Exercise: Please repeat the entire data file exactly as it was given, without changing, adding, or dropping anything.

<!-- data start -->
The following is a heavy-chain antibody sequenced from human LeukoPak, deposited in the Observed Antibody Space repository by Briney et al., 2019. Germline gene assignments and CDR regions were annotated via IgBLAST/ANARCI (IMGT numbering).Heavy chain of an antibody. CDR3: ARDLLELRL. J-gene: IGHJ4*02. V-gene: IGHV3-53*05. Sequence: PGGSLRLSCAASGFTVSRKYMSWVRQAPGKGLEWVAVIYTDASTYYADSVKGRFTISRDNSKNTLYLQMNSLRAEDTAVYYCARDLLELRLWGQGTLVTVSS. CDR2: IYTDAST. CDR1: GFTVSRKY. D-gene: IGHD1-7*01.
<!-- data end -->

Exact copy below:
The following is a heavy-chain antibody sequenced from human LeukoPak, deposited in the Observed Antibody Space repository by Briney et al., 2019. Germline gene assignments and CDR regions were annotated via IgBLAST/ANARCI (IMGT numbering).Heavy chain of an antibody. CDR3: ARDLLELRL. J-gene: IGHJ4*02. V-gene: IGHV3-53*05. Sequence: PGGSLRLSCAASGFTVSRKYMSWVRQAPGKGLEWVAVIYTDASTYYADSVKGRFTISRDNSKNTLYLQMNSLRAEDTAVYYCARDLLELRLWGQGTLVTVSS. CDR2: IYTDAST. CDR1: GFTVSRKY. D-gene: IGHD1-7*01.